While commitment to diversity and inclusion is high, concern persists about the right way to achieve this.
Should organisations set quotas and targets, for example? Or could this be counter-productive? Ultimately, shouldn’t businesses always hire the ‘best’ and most experienced talent for a role?
We spoke to senior ethnic minority professionals with extensive experience of working at leading firms in the City to get their perspective.
“You need a much larger pool, so I’m very happy that some organisations have announced future targets for ethnic representation on the board,” they told us.
“Businesses that genuinely want to grow black representation at senior and board level need to step outside of their comfort zone and search more widely. They need to challenge their hiring managers into making different decisions to hire people with different backgrounds to themselves.”
One referenced the ‘Rooney rule’ as an effective approach. “If an organisation wants its workforce to include 25 per cent ethnic minority in 10 years’ time, it needs to work out what has to be done right now. If it’s making 100 hires, at least 25 have to be ethnic minority without compromising on the talent benchmark used in the assessment.”
In practical terms, hiring 25 per cent ethnic minority talent means looking beyond the ‘plug and play’ candidates from the usual talent pool.
“Talent pool one is the ‘plug and play’ candidate, who is the eight, nine, 10 out of 10 person that fits all your criteria. Currently that person will most likely be white and male. Then there are ‘think outside the box’ candidates in talent pool two who may only possess five to seven out of your 10 requirements. These are the candidates you should also consider if they have the aptitude, attitude and mirrored values of your organisation. You must create an inclusive environment and provide the relevant training for them to succeed. Create the environment to turn your five out of 10 into the 10 out of 10s.”
“In financial services, you will currently find more ethnic minorities in talent pool two.”
This is the exact point at which discomfort sets in for many corporates. Doesn’t taking those in talent pool two completely go against the grain of hiring the best talent?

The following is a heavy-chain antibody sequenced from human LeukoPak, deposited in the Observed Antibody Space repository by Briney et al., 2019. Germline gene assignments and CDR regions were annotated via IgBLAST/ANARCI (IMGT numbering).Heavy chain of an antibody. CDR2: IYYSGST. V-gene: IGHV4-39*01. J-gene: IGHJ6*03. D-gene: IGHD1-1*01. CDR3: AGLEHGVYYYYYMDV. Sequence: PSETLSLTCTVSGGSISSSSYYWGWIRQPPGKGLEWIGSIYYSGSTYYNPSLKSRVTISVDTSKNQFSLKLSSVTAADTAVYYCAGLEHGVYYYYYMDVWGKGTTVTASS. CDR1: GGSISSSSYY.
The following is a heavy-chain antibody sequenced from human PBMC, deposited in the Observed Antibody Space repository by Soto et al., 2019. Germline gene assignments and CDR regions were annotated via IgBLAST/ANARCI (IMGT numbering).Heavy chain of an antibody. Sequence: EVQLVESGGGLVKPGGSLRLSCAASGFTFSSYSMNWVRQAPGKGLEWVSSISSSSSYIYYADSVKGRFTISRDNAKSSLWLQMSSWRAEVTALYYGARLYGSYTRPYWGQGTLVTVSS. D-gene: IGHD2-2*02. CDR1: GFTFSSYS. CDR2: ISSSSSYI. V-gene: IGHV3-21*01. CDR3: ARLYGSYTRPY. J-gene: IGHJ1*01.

“Taking the five out of 10 is not lowering the bar if they are capable,” our contact explained. “It might take them longer, but you can teach them the job. Giving people that chance makes the recruitment job easier and harder at the same time. Easier because those individuals will be so grateful for that opportunity, the amount they give back will be much greater.”
The gender diversity movement is an example of how broadening the talent pool has resulted in progress.
“When businesses couldn’t find like-for-like women in the current pool, they looked for transferrable skills from other sectors, and recruited women who fit seven or eight out of the 10 hiring criteria. Now businesses need to do exactly the same with ethnic minorities. It changes everything once a business has one or two ethnic minority individuals doing an amazing job.”
Businesses with diversity and inclusion in their mission statement need to act now or people will remind them of their promises very shortly.
“Whether it’s an empty statement or not, whether it’s realistic or not, businesses have to be building the machine to ensure that they are getting to that more diverse place.”
The most successful businesses will hardwire diversity into their policies and procedures, making diverse hiring and promotion mandatory, and incentivising best practice.
“Make it so that when we get a shortlist that does not have a female or a black person, then we are not allowed to make the hire. We have to go back to the drawing board. Then build it into the end of year scorecard. If a team is high performing but not diverse, that means a smaller bonus because we haven’t met that target, as JP Morgan recently announced. Businesses and individuals pay attention when you hit them on a financial level, especially in financial services.”
HR, recruiters and hiring managers can also play a part, although there is no question that they can do more when there is board level commitment.
“Many recruiters don’t realise the power that they have. We are the gate keepers. We control what gets shown to the hiring managers. We are the first to see the CVs, so we really have the power to help and then navigate the conversation with the hiring manager. Having a recruiter who is thinking in a diverse way and not going for the easy option can make a big difference.”
Eventually, the answer to the question, “How do we increase the diversity of leadership and board teams?” always requires stepping out of the comfort zone. “When I look at how far I think we are on the journey, I don’t think that we have pushed and challenged enough. We need to strike now while the iron is hot. Keep pushing. People will give diversity lip service until it benefits them, either to have their name against it so that they look good or if they get paid more because of it. Neither is a bad thing if the result is more opportunity for everyone.”